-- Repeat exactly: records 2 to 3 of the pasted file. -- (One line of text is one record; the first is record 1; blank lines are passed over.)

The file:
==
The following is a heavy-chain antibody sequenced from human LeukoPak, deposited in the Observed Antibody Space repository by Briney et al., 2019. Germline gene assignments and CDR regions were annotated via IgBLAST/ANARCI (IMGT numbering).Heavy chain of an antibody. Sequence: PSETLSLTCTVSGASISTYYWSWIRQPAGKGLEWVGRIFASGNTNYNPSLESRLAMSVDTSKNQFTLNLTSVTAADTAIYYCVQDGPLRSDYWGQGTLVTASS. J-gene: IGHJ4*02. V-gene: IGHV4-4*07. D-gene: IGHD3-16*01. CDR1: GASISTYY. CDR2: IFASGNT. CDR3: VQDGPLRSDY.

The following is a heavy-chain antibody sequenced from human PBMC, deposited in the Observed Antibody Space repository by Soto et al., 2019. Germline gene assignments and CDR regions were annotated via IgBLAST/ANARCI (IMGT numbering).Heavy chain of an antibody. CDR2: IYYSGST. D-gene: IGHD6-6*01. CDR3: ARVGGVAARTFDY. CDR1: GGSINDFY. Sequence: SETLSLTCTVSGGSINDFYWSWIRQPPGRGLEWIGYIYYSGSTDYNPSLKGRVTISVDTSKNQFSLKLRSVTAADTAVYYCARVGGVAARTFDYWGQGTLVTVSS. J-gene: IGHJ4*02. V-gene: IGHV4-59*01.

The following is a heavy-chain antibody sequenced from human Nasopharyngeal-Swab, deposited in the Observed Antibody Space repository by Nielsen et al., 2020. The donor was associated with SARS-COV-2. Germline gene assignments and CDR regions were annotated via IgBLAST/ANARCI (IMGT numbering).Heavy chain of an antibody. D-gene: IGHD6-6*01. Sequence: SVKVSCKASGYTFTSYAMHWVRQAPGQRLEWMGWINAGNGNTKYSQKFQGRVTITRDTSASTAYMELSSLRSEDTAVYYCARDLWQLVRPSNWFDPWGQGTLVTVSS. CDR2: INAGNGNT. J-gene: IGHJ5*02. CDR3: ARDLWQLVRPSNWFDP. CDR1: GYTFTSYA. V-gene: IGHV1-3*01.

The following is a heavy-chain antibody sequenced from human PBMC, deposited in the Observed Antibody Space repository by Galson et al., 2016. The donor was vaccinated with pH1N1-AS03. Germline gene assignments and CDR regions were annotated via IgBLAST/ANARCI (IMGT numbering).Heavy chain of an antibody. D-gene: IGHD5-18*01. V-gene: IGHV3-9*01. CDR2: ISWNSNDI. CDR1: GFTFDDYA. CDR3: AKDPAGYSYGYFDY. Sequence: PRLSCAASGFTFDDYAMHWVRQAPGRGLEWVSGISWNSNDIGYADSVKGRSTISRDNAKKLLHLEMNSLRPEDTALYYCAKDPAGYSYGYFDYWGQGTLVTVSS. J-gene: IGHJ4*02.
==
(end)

The following is a heavy-chain antibody sequenced from human PBMC, deposited in the Observed Antibody Space repository by Soto et al., 2019. Germline gene assignments and CDR regions were annotated via IgBLAST/ANARCI (IMGT numbering).Heavy chain of an antibody. CDR2: IYYSGST. D-gene: IGHD6-6*01. CDR3: ARVGGVAARTFDY. CDR1: GGSINDFY. Sequence: SETLSLTCTVSGGSINDFYWSWIRQPPGRGLEWIGYIYYSGSTDYNPSLKGRVTISVDTSKNQFSLKLRSVTAADTAVYYCARVGGVAARTFDYWGQGTLVTVSS. J-gene: IGHJ4*02. V-gene: IGHV4-59*01.

The following is a heavy-chain antibody sequenced from human Nasopharyngeal-Swab, deposited in the Observed Antibody Space repository by Nielsen et al., 2020. The donor was associated with SARS-COV-2. Germline gene assignments and CDR regions were annotated via IgBLAST/ANARCI (IMGT numbering).Heavy chain of an antibody. D-gene: IGHD6-6*01. Sequence: SVKVSCKASGYTFTSYAMHWVRQAPGQRLEWMGWINAGNGNTKYSQKFQGRVTITRDTSASTAYMELSSLRSEDTAVYYCARDLWQLVRPSNWFDPWGQGTLVTVSS. CDR2: INAGNGNT. J-gene: IGHJ5*02. CDR3: ARDLWQLVRPSNWFDP. CDR1: GYTFTSYA. V-gene: IGHV1-3*01.